I do find SE a valuable resource, and as network for asking questions not related to SQL Server I do find myself on there often (especially Ask Ubuntu). If, however, that many mods are resigning based purely on the new CoC, and the actions that SE have already taken against their own volunteer(s) that constructively disagree with it (the CoC), then that does bode poorly on them in my view.

    I gave up all hope of seeing sanity on SE a long time ago. The refusal to allow discussion would have been harmless if it hadn't been a mechanism provided for a ruling élite to destroy all remarks or comments that pointed out errors in the answers provided by members of the élite - it seemed to me that the people who had effective control didn't give a toss about accuracy, as the asserted answerss that had been proved to be nonsense by work in science faculties in creditable universities throughout the world, and it was reference to those proofs that were deleted arbitrarily.

    If it has changed for the better now, well and good.  But my memory of what it was like back then pretty well ensures that I'll never be willing to use it.  And a mass revolt by moderators is probably an indication that it hasn't improved.

    Tom

  • Steve Jones - SSC Editor wrote:

    I wonder if more of us ought to be using UTC or at least datetimeoffset for applications. There are more and more that are crossing time zones and it definitely causes some issues for things like DR if you haven't accounted for movement of the instance.

    We recognized this a while back and now are using all UTC times in our databases for anything new.

    In fact I feel the whole world should be on one time zone, UTC.  Different areas just have different typical hours, I would work from 13:30-22:30 and screw that daylight saving crap 🙂  Everyone would get used to it and no big deal.

  • We have a table with one column as UTC and another as local time.  So far this hasn't caused any (major) problems but I'm pretty sure that it will bite us one day.  I'm not sure if local time actually being UTC for half the year makes the situation better or worse.


    On two occasions I have been asked, "Pray, Mr. Babbage, if you put into the machine wrong figures, will the right answers come out?" ... I am not able rightly to apprehend the kind of confusion of ideas that could provoke such a question.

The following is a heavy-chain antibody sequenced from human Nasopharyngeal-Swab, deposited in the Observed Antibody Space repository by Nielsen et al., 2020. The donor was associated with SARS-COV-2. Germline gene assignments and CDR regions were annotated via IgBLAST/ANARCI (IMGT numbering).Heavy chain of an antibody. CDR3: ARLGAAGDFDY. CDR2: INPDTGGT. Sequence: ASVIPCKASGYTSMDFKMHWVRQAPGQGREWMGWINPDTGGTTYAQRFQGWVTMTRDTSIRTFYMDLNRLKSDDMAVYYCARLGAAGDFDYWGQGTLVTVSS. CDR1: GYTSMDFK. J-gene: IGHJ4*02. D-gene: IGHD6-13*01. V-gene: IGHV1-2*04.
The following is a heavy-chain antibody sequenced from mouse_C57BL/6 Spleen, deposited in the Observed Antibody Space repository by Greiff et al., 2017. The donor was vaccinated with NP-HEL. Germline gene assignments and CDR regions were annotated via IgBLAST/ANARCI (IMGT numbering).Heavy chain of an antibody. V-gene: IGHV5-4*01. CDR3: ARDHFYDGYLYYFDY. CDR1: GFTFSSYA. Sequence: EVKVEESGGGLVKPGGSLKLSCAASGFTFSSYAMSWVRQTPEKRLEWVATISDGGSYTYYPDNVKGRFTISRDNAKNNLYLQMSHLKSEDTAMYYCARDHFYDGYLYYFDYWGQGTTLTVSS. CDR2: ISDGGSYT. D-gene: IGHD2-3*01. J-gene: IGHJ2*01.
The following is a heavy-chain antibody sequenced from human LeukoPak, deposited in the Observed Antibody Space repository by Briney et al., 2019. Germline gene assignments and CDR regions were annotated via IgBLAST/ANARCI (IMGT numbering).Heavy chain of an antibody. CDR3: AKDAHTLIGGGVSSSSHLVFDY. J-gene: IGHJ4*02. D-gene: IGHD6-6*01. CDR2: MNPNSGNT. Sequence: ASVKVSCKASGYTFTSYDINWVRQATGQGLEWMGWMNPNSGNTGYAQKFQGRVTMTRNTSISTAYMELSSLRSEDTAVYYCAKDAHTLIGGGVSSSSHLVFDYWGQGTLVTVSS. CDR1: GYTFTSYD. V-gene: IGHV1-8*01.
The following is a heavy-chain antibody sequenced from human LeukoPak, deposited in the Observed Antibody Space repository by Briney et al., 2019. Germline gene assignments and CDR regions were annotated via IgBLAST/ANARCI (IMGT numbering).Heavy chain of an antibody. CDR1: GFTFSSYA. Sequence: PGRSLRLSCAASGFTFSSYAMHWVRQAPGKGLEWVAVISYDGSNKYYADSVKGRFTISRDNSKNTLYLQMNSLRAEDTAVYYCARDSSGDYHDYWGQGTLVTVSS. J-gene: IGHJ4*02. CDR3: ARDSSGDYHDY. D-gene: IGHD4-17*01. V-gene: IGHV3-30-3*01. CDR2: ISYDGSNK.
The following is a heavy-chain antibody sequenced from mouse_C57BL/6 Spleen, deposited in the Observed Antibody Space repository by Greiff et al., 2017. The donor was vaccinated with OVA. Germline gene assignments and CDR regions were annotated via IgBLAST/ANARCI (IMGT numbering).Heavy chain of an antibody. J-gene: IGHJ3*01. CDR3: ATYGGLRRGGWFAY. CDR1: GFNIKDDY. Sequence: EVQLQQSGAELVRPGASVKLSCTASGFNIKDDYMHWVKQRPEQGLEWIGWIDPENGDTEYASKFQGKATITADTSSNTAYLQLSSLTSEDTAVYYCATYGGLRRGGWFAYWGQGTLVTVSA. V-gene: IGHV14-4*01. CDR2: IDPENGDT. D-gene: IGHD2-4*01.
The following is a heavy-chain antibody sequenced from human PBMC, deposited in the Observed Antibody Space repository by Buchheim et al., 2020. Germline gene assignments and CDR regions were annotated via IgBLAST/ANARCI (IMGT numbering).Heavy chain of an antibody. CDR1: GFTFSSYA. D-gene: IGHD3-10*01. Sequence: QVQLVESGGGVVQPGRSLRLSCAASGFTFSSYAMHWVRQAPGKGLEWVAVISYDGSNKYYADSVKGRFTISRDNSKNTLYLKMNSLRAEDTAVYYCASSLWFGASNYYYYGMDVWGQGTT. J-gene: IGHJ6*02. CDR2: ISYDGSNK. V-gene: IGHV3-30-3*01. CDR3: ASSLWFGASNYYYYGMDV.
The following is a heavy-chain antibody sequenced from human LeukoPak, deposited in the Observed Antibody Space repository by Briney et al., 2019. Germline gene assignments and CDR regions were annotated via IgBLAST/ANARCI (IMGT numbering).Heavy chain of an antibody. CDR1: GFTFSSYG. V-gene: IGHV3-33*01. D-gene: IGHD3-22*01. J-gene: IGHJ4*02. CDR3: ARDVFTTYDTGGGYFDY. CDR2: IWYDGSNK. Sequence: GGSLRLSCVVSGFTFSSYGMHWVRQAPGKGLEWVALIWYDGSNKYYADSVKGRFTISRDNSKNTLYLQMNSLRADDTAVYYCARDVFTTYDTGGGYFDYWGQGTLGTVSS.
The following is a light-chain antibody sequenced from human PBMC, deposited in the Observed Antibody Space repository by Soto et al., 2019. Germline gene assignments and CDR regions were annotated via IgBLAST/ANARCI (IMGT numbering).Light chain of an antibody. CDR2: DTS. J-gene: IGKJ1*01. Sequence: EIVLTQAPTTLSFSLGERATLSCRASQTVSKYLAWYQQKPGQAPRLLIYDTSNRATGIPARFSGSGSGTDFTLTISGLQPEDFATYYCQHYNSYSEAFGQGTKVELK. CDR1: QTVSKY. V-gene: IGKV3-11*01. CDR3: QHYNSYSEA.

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  • Luis Cazares wrote:

    And it all happened because apparently the CoC specifies that users must be referred using their preferred gender pronouns. Not even gender neutral writing seems to be accepted.

    How does one refer to someone as their preferred pronoun when we can't see the person behind the typing? Gender Neutral is probably the best way to refer to people on the internet, as you can't offend anyone (and on a site like these, assume everyone is male due to the majority being so).

    Thom~

    Excuse my typos and sometimes awful grammar. My fingers work faster than my brain does.
    Larnu.uk

  • Well, this is going to be fun.  Have a project that's been moving kind of slow because of the various and sundry things going on at work.  Audits, our team being brought in a couple MONTHS after the project got rolling (Power BI Server stand up,) etc.

    Found out yesterday the servers we were planning to use (fresh install of Windows 2016) were NOT going to be able to be used because there's things that need to be done to get them on the network (infrastructure things, some sort of key management system) that our NEC can't do and hasn't even contemplated doing as these findings changed since they originally stood up the servers.

    Then today we find out from the folks in charge of the project, "Oh yeah, hey, there's going to be a grand high muckety-muck coming out in a month who wants to see this in action."

    I so sincerely wish we could get away with telling them "a failure to plan on your part does not make an emergency on our part..."

    I think then the muckety-muck comes out, I'm going to do my best to make myself scarce so I don't say something to tick off the folks in charge of the project (MY team lead and boss, at least, realize what's gone on with this and are of the same mindset as me.)

  • Ok, I’m officially envious.

    how well thongs must be organised at your place, if this kind of events come as a surprise for you?

    i can hardly remember when things went as planned. Well, if you can name it “planned”.

  • OMG.

    i finally went to the bottom of this page and clicked “take a peek into our servers”.

    and what do I see?

    One of the “top” queries:

    SELECT DISTINCT wp_posts.* , wp_postmeta.meta_value FROM wp_posts  INNER JOIN wp_postmeta ON( wp_posts.ID = wp_postmeta.post_id ) WHERE 1=1  AND (

    wp_postmeta.meta_key = '_bbp_last_active_time'

    ) AND wp_posts.post_type = 'topic' AND ((wp_posts.post_status = 'publish' OR wp_posts.post_status = 'closed'))  ORDER BY meta_value DESC OFFSET  267735 ROWS FETCH NEXT15 ROWS ONLY

    Execution time 10 seconds

    and in the query plan the main feature - yes, correct, Clustered Index Scan.

    Isn’t it a kinda shame to have such queries exposed on a specialised site of SQL Server professionals?

    Could we form a group of volunteers who could fix this terrible mess?

  • Sergiy wrote:

    Ok, I’m officially envious.

    how well thongs must be organised at your place, if this kind of events come as a surprise for you?

    i can hardly remember when things went as planned. Well, if you can name it “planned”.

    Can't beat an organised thong.

    If the answer to your question can be found with a brief Google search, please perform the search yourself, rather than expecting one of the SSC members to do it for you.
    See https://www.sqlservercentral.com/articles/forum-etiquette-how-to-post-datacode-on-a-forum-to-get-the-best-help/ for details of how to post T-SQL code-related questions.